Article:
Why do so many of our leaders in this country fight tooth-and-nail for titles, like “your excellency” or “the honourable” – even when they are worlds away from being either excellent or having any honour whatsoever?
Why are there ugly squabbles perpetually happening for the right to fly the national flag on vehicles, or to have a coat of arms, or a retinue of bodyguards and aides and a convoy of limousines? Even when those fighting for those things bring only dishonour to the nation?
Why are we in the middle of a seemingly endless battle for supremacy between members of parliament, senators, governors and county representatives? Why does it matter who the top dog is in the baying pack?
You can blame small-minded leaders for this, but I want to suggest a different culprit today: small-minded followers.
We may have ourselves a democracy and a fresh new constitution, you see, but we haven’t evolved our model of leadership just yet. We do not see the intrinsic worth in our leaders; we focus more on the extrinsic trappings of power that they display.
Our leaders know this, and that is why they are hell-bent on getting all the accoutrements of power, rather than on using that power to do good. Flags, titles, terms of address really, really matter, you see. To the voters, not just to the leaders themselves.
We are still in the “kings and overlords” model of leadership. The last thing we want is that leaders should be indistinguishable from the followers, as they often are in more mature democracies. In many countries, there would be a huge outcry if leaders awarded themselves crazy pay packages, lived in paid-for mansions or drove huge vehicles at public expense. Any leader trying such stunts would be bundled out of office sharpish.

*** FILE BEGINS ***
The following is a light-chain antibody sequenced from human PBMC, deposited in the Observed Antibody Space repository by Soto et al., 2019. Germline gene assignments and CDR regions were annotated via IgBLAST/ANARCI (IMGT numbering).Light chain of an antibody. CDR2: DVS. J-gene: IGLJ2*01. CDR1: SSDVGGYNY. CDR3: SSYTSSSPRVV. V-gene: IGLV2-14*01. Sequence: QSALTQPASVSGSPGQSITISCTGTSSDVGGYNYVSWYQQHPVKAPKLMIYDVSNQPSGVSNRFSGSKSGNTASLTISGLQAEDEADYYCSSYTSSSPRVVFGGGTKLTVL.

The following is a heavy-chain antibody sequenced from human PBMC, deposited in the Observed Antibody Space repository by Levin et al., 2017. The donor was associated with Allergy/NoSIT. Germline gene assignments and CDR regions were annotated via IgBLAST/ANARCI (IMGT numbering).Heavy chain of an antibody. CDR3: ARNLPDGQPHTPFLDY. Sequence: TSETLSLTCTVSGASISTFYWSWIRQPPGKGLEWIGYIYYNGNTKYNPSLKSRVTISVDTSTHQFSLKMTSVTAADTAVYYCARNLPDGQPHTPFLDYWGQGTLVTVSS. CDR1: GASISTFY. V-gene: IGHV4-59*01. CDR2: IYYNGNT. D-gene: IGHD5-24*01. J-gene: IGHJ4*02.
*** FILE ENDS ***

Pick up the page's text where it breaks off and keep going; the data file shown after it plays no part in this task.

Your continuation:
Here, those things win votes. Leaders must look like leaders: they must have all the regalia and paraphernalia of the lords of feudal times. They must never be alone; always surrounded by eager sycophants; must be heavily guarded, even if the only threat is from a flying pigeon; must be housed in palaces that the ordinary citizen cannot even muster a dream about; and must move around with flags fluttering and sirens blaring, so that the people are left in no doubt: a lord has arrived.
That’s why every elected honcho from county rep upwards is scrabbling for the visible stuff, the emblems of power and privilege. Because the people are wowed by them, and are swayed by the folks who display them.
This is a huge problem, because it means proper leadership is some way off. That’s why whenever a public-spirited, sensible-minded, deep-thinking type tries to run for office in Kenya, he or she is pretty much guaranteed to finish a distant fourth, bested by every rabble-rouser with bling and swag. If you don’t have the money to spread around, or the sensation-creating convoys, or the huge chateau behind high walls – forget it. Leadership, it ain’t for you. Not just yet, anyway.
If this situation bothers you, as well it should, stop to ask yourself: am I part of this problem? Am I ever allowing a genuine leader to come forth in any election, large or small, or am I also trapped in a feudal mindset?
Someday we must all get there: appreciate that leadership is a result you create for others, not an election victory or an appointment for yourself; that leadership is measured by what happens to the people, not by how many cars the leader has. That day can’t come fast enough, so please use all your influence and sway over others to get us there quickly. Few things are more important for development than the collective understanding of what leadership truly is.